to turning cranks on the street cars.
And he has got a better job, too.
"As for myself I am here until I
can get something better. I went west
not long ago and didn't strike what I
expected. Rather than not work I be
gan here. I have another Job In view
and I do not care how soon this flick
ers out.
"Most men throw it into the waiters
unless they are right good fellows and
then I rather imagine that they look
down on us. Several times since I have
worn the white Jacket I have been
tempted to reach across the counter
after the wagging jaw of some irrit
able customer. When anyone is out of
Farmers & Merchants Bank
15th and O Streets.- .
Geo. W. Mom tooxxbt, Prest L. P. Funkhocsxr, Cashier.
Capital Paid, in, $60,000 OO
Accounta of Individual, Firms, Corporations, Banks, and
Bankers Solicited. Correspondence invited. FOREIGN
the principal dtiea of Europe. Interest
paid on time deposits.
) . . If yon Want First Class Service Call on Us
T-.- - a-Ca.. ( ( WE DO WE SELL WE CARRY
A X CAXJ.SJLwJi ?( Piano and Fur- all erodes of a fine Hue of Car-
citure Moving Coa!
riages & Buggies
1400O Street . . . Open all Night
Lowncj's and Allcgretti's Chocolates
or Table Tennis
Sets 6O0, $1.10, $2.25, $3.00, $8.75 and $4.60
THE LINCOLN BOOK STORE, 1 126 .0 Street.
1 vC .
Absolutely Pure
Telephone Orders to 225
LINCOLN ICE CO., 1040 0 St
State or Nebraska,
uitice or auditor rrauc accounts,
Lincoln. February 1. 1902. 1
It la hereby certified that tbe Mutual Benefit
Llfa Insurance Company, of Newark, In tbe State
ot New Jersey, has complied with the Insurance
Law of thla State, applicable to such companies,
aad la therefore authorized to continue the busi
ness of Life Insurance In this State for the cur
rent year ending January Slat, 1908.
Summary ot report filed for the year ending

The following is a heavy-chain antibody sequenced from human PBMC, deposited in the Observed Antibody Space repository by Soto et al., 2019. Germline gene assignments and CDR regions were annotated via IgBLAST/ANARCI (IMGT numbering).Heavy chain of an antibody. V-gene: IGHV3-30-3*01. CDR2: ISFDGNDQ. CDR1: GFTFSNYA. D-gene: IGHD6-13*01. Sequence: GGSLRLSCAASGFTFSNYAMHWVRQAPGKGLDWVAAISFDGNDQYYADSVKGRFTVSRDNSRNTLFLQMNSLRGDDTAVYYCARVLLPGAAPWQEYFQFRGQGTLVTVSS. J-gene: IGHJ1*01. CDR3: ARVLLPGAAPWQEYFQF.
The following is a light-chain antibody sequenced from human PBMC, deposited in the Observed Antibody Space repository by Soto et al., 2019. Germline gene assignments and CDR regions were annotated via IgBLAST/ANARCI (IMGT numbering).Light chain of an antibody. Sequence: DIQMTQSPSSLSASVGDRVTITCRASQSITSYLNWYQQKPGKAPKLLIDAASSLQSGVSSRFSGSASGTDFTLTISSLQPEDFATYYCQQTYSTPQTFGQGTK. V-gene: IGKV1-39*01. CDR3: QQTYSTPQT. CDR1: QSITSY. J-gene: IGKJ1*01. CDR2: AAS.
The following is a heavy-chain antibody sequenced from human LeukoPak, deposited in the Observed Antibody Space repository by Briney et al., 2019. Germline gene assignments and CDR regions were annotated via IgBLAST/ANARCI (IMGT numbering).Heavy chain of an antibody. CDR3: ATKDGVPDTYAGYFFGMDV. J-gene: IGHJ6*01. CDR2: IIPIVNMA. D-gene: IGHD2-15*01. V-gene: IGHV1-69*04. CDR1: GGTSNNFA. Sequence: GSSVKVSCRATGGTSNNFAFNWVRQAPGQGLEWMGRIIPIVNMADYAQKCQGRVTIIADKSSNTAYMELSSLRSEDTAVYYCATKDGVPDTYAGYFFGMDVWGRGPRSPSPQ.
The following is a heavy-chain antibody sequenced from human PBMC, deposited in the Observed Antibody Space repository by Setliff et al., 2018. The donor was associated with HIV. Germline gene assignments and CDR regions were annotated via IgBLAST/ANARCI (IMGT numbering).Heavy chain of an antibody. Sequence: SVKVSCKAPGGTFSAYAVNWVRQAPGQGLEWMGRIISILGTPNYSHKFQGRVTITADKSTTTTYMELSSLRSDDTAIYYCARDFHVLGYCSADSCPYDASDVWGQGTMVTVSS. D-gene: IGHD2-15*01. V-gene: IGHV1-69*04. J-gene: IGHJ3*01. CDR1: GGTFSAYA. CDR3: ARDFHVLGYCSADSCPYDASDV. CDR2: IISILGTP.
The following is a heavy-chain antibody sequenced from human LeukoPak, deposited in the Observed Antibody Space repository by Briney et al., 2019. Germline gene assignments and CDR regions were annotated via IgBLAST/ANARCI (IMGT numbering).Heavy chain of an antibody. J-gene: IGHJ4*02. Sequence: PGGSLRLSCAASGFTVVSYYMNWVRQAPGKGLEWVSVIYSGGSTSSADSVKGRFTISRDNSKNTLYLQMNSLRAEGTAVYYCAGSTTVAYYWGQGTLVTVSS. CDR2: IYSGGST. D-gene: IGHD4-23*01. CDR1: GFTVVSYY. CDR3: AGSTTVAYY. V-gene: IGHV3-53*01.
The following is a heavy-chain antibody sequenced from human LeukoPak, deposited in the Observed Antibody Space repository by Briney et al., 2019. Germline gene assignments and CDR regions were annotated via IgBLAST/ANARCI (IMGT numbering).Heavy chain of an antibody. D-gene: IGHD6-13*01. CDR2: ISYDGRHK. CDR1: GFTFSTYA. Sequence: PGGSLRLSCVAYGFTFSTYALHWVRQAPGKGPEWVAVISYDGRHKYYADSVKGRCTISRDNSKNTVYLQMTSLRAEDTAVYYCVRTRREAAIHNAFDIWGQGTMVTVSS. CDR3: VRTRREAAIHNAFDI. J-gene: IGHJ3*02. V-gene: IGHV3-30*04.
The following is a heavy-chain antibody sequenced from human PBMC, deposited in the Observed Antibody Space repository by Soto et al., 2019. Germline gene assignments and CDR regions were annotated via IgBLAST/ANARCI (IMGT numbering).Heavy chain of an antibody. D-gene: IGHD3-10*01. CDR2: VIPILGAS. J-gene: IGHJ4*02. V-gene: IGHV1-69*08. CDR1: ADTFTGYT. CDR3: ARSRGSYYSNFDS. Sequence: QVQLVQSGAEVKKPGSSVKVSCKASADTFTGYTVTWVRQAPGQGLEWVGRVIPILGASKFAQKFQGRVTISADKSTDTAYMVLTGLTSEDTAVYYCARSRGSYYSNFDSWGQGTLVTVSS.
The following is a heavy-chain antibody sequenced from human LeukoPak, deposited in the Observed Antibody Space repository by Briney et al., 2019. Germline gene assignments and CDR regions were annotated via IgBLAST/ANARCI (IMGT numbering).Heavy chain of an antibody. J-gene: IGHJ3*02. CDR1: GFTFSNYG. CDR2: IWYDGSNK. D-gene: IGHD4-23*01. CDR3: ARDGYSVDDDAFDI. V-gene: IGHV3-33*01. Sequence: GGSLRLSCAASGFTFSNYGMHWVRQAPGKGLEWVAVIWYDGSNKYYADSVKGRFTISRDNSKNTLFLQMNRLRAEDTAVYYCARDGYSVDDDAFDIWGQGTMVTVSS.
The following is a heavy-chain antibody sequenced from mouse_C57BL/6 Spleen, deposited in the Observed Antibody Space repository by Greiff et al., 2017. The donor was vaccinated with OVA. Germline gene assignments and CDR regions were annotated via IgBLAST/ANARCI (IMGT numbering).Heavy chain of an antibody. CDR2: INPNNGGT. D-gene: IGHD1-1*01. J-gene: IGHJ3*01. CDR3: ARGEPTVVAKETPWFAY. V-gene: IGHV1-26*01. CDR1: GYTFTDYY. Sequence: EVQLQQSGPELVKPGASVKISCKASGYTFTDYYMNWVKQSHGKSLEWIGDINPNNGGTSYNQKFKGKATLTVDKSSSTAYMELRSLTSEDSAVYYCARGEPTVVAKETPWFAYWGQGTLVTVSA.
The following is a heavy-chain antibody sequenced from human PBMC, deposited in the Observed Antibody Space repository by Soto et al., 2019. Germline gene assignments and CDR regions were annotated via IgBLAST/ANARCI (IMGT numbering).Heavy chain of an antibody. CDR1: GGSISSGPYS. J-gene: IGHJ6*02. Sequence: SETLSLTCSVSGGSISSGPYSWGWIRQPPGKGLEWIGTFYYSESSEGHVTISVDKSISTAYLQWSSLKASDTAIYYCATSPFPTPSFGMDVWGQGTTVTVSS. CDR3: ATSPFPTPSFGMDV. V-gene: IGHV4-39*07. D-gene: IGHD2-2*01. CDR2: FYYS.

December flat, 1901:
Premiums $11,006,9848
All other sources 3,66,23a03
Total $11,653,223.92
Paid policyholders
All other payments - 2,483,313.63
New Lincoln "BASF
Bowling Alleys
130 S. Tenth
Ercrjtklag Hew aad Strictly First Clan
Ladle EtpccUU Inylted
Net reeeire 70.589,337.00
Net Policy Claims aad
matured lnstallmenta
not yet due -..-. 399,502,82
AU other liabilities-;.. 744 ,336.25
Surplus beyoBdcapital
stockand other liabili
ties 6,452,609.09
Witness Bay hand aad the seal of the Auditor
of Public Accounts the day and year first abore
seal Auditor ot Public Accounta.
humor he can always get even by
shooting it into some waiter. Rush,
hurry, kicks on the food, God knows
what all we have everything of this
kind. The wages are bad, too, and this
fact does not make us in much better
humor when some one complains about
the slowness of our movements.
"There is no union in Lincoln any
more. It disbanded months ago. The
members of the profession are chang
ing all the time and no set of men
work .long enough to maintain a union.
It -was' this reason, they tell me, that
caused the organization to go down."
Newhub-You have been married
quite a while, old man, tell me how to
get along without family quarrels.
Henpect Well, a separation might
do, but I'd advise you to get a divorce,
if possible. Town Topics.